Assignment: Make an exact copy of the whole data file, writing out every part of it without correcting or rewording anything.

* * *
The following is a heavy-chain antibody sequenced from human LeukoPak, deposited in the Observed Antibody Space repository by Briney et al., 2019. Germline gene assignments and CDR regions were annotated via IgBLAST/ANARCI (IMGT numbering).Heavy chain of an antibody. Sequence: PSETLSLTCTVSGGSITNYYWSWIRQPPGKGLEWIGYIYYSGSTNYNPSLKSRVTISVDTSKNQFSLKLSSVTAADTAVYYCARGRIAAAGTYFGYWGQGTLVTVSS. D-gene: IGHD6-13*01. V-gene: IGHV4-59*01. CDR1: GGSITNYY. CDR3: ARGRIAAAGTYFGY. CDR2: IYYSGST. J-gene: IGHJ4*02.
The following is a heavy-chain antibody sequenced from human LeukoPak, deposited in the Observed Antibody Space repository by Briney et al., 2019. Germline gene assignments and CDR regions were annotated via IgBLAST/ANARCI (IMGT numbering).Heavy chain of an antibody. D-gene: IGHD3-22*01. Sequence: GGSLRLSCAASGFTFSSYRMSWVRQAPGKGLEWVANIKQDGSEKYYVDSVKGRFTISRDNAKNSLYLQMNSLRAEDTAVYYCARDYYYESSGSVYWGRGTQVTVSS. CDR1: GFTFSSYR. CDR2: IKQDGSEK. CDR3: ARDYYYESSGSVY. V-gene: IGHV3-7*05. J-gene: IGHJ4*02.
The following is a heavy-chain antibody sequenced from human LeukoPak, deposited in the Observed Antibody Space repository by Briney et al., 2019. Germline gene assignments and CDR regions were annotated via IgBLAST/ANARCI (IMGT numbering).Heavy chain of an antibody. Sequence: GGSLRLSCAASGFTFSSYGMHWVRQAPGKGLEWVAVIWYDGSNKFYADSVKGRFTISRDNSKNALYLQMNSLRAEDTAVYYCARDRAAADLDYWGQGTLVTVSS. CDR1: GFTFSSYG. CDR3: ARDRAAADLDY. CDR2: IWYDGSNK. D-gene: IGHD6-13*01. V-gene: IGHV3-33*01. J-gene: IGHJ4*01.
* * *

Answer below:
The following is a heavy-chain antibody sequenced from human LeukoPak, deposited in the Observed Antibody Space repository by Briney et al., 2019. Germline gene assignments and CDR regions were annotated via IgBLAST/ANARCI (IMGT numbering).Heavy chain of an antibody. Sequence: PSETLSLTCTVSGGSITNYYWSWIRQPPGKGLEWIGYIYYSGSTNYNPSLKSRVTISVDTSKNQFSLKLSSVTAADTAVYYCARGRIAAAGTYFGYWGQGTLVTVSS. D-gene: IGHD6-13*01. V-gene: IGHV4-59*01. CDR1: GGSITNYY. CDR3: ARGRIAAAGTYFGY. CDR2: IYYSGST. J-gene: IGHJ4*02.
The following is a heavy-chain antibody sequenced from human LeukoPak, deposited in the Observed Antibody Space repository by Briney et al., 2019. Germline gene assignments and CDR regions were annotated via IgBLAST/ANARCI (IMGT numbering).Heavy chain of an antibody. D-gene: IGHD3-22*01. Sequence: GGSLRLSCAASGFTFSSYRMSWVRQAPGKGLEWVANIKQDGSEKYYVDSVKGRFTISRDNAKNSLYLQMNSLRAEDTAVYYCARDYYYESSGSVYWGRGTQVTVSS. CDR1: GFTFSSYR. CDR2: IKQDGSEK. CDR3: ARDYYYESSGSVY. V-gene: IGHV3-7*05. J-gene: IGHJ4*02.
The following is a heavy-chain antibody sequenced from human LeukoPak, deposited in the Observed Antibody Space repository by Briney et al., 2019. Germline gene assignments and CDR regions were annotated via IgBLAST/ANARCI (IMGT numbering).Heavy chain of an antibody. Sequence: GGSLRLSCAASGFTFSSYGMHWVRQAPGKGLEWVAVIWYDGSNKFYADSVKGRFTISRDNSKNALYLQMNSLRAEDTAVYYCARDRAAADLDYWGQGTLVTVSS. CDR1: GFTFSSYG. CDR3: ARDRAAADLDY. CDR2: IWYDGSNK. D-gene: IGHD6-13*01. V-gene: IGHV3-33*01. J-gene: IGHJ4*01.